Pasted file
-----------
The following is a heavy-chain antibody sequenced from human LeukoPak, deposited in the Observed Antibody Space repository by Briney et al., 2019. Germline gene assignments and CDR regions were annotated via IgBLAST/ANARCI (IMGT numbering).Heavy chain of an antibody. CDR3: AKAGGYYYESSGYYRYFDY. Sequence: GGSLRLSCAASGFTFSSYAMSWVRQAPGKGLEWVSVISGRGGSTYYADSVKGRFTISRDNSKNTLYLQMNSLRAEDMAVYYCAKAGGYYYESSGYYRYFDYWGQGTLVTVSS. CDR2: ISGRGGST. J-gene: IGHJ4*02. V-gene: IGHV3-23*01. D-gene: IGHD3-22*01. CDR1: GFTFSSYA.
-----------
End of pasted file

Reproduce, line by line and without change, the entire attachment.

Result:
The following is a heavy-chain antibody sequenced from human LeukoPak, deposited in the Observed Antibody Space repository by Briney et al., 2019. Germline gene assignments and CDR regions were annotated via IgBLAST/ANARCI (IMGT numbering).Heavy chain of an antibody. CDR3: AKAGGYYYESSGYYRYFDY. Sequence: GGSLRLSCAASGFTFSSYAMSWVRQAPGKGLEWVSVISGRGGSTYYADSVKGRFTISRDNSKNTLYLQMNSLRAEDMAVYYCAKAGGYYYESSGYYRYFDYWGQGTLVTVSS. CDR2: ISGRGGST. J-gene: IGHJ4*02. V-gene: IGHV3-23*01. D-gene: IGHD3-22*01. CDR1: GFTFSSYA.